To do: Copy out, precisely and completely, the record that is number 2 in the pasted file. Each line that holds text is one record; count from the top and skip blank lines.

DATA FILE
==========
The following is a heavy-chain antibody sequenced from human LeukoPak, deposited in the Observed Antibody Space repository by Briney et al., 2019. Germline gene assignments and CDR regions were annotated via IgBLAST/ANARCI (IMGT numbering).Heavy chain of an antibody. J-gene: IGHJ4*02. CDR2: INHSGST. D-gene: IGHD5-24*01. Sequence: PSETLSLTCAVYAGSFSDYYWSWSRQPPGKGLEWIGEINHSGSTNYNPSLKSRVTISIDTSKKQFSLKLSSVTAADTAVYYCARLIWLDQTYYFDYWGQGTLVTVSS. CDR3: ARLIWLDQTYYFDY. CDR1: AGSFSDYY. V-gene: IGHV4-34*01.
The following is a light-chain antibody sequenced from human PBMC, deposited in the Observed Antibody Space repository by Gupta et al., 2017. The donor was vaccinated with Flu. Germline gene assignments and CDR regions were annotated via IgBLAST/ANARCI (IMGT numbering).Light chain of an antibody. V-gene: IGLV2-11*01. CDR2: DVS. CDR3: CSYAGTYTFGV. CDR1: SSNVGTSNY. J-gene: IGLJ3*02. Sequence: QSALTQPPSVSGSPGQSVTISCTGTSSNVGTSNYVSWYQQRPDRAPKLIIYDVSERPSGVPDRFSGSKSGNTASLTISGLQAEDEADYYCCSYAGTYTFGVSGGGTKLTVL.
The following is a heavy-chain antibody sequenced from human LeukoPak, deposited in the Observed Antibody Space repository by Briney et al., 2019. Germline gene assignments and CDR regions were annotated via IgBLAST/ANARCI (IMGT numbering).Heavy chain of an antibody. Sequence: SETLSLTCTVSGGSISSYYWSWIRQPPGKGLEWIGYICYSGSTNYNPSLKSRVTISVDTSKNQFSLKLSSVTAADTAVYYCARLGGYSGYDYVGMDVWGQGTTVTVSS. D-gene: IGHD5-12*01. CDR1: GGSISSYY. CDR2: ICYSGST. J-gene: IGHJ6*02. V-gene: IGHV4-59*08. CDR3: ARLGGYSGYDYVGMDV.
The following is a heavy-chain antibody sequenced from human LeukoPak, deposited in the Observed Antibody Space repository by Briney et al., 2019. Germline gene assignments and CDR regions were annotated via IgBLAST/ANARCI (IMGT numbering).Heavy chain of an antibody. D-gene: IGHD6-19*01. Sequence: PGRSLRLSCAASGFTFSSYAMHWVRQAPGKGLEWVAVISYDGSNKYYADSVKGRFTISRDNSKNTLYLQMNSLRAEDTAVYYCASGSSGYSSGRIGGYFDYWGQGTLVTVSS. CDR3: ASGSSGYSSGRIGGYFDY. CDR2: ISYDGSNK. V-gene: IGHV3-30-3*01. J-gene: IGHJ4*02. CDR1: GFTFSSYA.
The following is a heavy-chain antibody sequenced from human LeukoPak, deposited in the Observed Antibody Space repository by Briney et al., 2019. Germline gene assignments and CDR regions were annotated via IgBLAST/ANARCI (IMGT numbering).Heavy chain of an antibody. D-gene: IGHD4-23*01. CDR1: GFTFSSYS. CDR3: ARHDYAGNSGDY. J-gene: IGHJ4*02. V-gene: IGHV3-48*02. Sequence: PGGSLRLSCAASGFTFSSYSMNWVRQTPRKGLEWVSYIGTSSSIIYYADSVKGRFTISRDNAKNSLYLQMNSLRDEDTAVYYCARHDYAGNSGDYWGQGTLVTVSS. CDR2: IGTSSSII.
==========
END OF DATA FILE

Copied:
The following is a light-chain antibody sequenced from human PBMC, deposited in the Observed Antibody Space repository by Gupta et al., 2017. The donor was vaccinated with Flu. Germline gene assignments and CDR regions were annotated via IgBLAST/ANARCI (IMGT numbering).Light chain of an antibody. V-gene: IGLV2-11*01. CDR2: DVS. CDR3: CSYAGTYTFGV. CDR1: SSNVGTSNY. J-gene: IGLJ3*02. Sequence: QSALTQPPSVSGSPGQSVTISCTGTSSNVGTSNYVSWYQQRPDRAPKLIIYDVSERPSGVPDRFSGSKSGNTASLTISGLQAEDEADYYCCSYAGTYTFGVSGGGTKLTVL.